If PHMSA were to select the ``no action'' alternative, contrary to 
Congressional intent, entities that had been found to have violated the 
HMR and made no effort to pay a civil penalty for more than 90 days 
would be able to continue to perform functions subject to the HMR, 
including preparing hazardous materials for shipment and shipping 
hazardous materials in commerce. PHMSA believes allowing delinquent 
adjudicated violators to continue to engage in regulated activities 
while showing disregard for regulations and/or regulatory enforcement 
orders would weaken PHMSA's ability to ensure compliance with the HMR.
4. Agencies and Persons Consulted
    In drafting this proposed rule, PHMSA consulted with FAA, FMCSA, 
and FRA.
    Our determination is that this action would result in a generalized 
positive impact on the human environment, but not significant to such a 
degree as would warrant a detailed discussion of any impact(s); and 
would result in no negative impacts to the human environment because 
this action affects violators of the HMR. PHMSA encourages comments 
from members of the public and stakeholders about possible 
environmental impacts.

K. Privacy Act

    Anyone is able to search the electronic form of any written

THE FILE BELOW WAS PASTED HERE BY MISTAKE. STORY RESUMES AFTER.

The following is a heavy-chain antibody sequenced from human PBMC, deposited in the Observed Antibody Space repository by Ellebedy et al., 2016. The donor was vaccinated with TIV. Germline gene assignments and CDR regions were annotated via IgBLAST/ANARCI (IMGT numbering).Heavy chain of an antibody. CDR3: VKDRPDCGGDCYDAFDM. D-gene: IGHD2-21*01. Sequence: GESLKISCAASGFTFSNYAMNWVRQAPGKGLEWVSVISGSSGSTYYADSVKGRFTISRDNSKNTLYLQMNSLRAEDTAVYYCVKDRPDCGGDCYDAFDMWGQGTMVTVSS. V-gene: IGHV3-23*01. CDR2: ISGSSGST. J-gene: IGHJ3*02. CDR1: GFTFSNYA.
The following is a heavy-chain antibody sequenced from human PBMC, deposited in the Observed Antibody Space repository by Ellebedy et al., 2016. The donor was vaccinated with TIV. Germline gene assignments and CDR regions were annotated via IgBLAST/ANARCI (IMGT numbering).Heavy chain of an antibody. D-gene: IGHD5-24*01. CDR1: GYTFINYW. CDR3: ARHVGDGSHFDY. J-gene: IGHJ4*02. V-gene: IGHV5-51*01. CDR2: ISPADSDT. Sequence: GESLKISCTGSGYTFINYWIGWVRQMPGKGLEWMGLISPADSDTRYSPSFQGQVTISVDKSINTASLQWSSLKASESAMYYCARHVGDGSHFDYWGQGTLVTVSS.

communications and comments received into any of our dockets by the 
name of the individual submitting the document (or signing the 
document, if submitted on behalf of an association, business, labor 
union, etc.). You may review DOT's complete Privacy Act Statement in 
the Federal Register published on April 11, 2000 (65 FR 19477) or you 
may visit http://www.dot.gov/privacy.html.

List of Subjects

49 CFR Part 107

    Administrative practices and procedure, Hazardous materials 
transportation, Packaging and containers, Penalties, Reporting and 
recordkeeping requirements.

49 CFR Part 109

    Definitions, Inspections and investigations, Emergency orders, 
Imminent hazards, Remedies generally.

    In consideration of the foregoing, we are proposing to amend 49 CFR 
Chapter I as follows:

PART 107--HAZARDOUS MATERIALS PROGRAM PROCEDURES

0
1. The authority citation for part 107 is revised to read as follows:

    Authority:  49 U.S.C. 5101-5128, 44701; Pub. L. 101-410 section 
4 (28 U.S.C. 2461 note); Pub. L. 104-121 sections 212-213; Pub. L. 
104-134 section 31001; Pub. L. 112-141 section 33006; 49 CFR 1.81